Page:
There can be no doubt it’s a small world, but there are times when it’s so small you just have to stop in amazement. The global supply chain that helped make the device you’re reading right now touches most everything in our lives. And it doesn’t just extend to things either. Earlier this month, in fact, we were happy to see friends from Ireland who had flown into New York on a direct flight not to Newark or JFK, but to Newburgh, New York, of all places. Who knew?
It’s safe to say some bean counter did the math and figured out you could turn a decent profit moving people to places that are out of the way (i.e., inexpensive), but not so remote for folks in major densely-populated areas who would still be willing to make the trip (i.e., Uber).
It’s a small world, and the walls are closing in every day. To us in the local food movement, however, it was already small. I’m not even sure it could get smaller. Bean counters be damned. We know what we want, and we don’t reverse-engineer our work product from the starting point of profit. That’s not to say what we make is illogical or doomed to be unprofitable. (Let’s hope not, at least.) Today, our global perspective makes local counter-intuitive. Nonetheless, it is a timeless concept that would be hard to perfect at this point. What few ways there are to fine-tune the concept will surely be the subject of future postings in this blog, so stay tuned.
We love local, but should also point out that we also love to travel and experience food, art and culture abroad. It was Mark Twain who said: “Broad, wholesome, charitable views … cannot be acquired by vegetating in one little corner of the earth.”We couldn’t agree more. In fact, this summer was a fantastic opportunity to expand our worldview and palate by visiting family in Geneva, where dairy production borders on art.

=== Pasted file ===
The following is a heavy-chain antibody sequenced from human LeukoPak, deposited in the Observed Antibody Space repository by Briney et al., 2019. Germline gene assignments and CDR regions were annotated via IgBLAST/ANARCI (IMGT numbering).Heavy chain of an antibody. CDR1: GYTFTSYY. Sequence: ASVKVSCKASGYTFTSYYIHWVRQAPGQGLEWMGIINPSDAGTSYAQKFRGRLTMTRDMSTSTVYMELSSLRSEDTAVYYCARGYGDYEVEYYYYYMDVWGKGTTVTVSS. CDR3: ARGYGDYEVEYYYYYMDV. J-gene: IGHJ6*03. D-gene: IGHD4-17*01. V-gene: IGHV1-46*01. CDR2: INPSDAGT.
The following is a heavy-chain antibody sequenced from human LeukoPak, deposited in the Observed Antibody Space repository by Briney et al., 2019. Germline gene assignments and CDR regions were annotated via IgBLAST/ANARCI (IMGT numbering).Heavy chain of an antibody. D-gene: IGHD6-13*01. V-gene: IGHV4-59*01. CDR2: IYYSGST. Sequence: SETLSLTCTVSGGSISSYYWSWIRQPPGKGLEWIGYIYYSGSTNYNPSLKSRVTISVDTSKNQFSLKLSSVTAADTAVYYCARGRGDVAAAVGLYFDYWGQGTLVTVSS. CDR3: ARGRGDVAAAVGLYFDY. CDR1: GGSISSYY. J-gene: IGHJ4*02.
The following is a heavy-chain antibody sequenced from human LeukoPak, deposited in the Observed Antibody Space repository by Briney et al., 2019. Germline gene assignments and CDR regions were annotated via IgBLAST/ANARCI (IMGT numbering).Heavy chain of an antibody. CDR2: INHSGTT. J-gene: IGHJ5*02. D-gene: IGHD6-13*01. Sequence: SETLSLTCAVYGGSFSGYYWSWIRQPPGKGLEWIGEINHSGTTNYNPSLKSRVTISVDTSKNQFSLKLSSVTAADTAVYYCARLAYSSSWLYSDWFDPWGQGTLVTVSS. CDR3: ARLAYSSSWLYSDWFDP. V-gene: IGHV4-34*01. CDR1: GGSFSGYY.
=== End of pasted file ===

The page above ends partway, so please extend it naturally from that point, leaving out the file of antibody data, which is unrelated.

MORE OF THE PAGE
We ate our way across a swathe of Switzerland for a good part of June, living on malakoff, raclette, and other indigenous fare, but the food we remain most connected to is what we came home to. Like most Europeans, the Swiss tend to favor their own local cuisine, so I’m sure my Swiss family would understand my personal bias towards the bounty of the Hudson Valley. I'm referring to New York heavy cream and butter, as well as the grass the cows live on, the soil, and even the rain. Call it “candy terroir.” Like a vineyard with its own distinct soil shaped by centuries of environmental factors, both known and unknown, our farm-based caramels have a special “je ne sais quoi” that makes them unique.
With all humility, as well as gratitude to the purveyors of every ingredient we use, we believe in the singularity of local. In other words, we believe there is nothing like our caramels in the entire world. That’s a bold claim, but that’s the essence of all things local.
You are what you eat. Indeed, you are where you eat as well.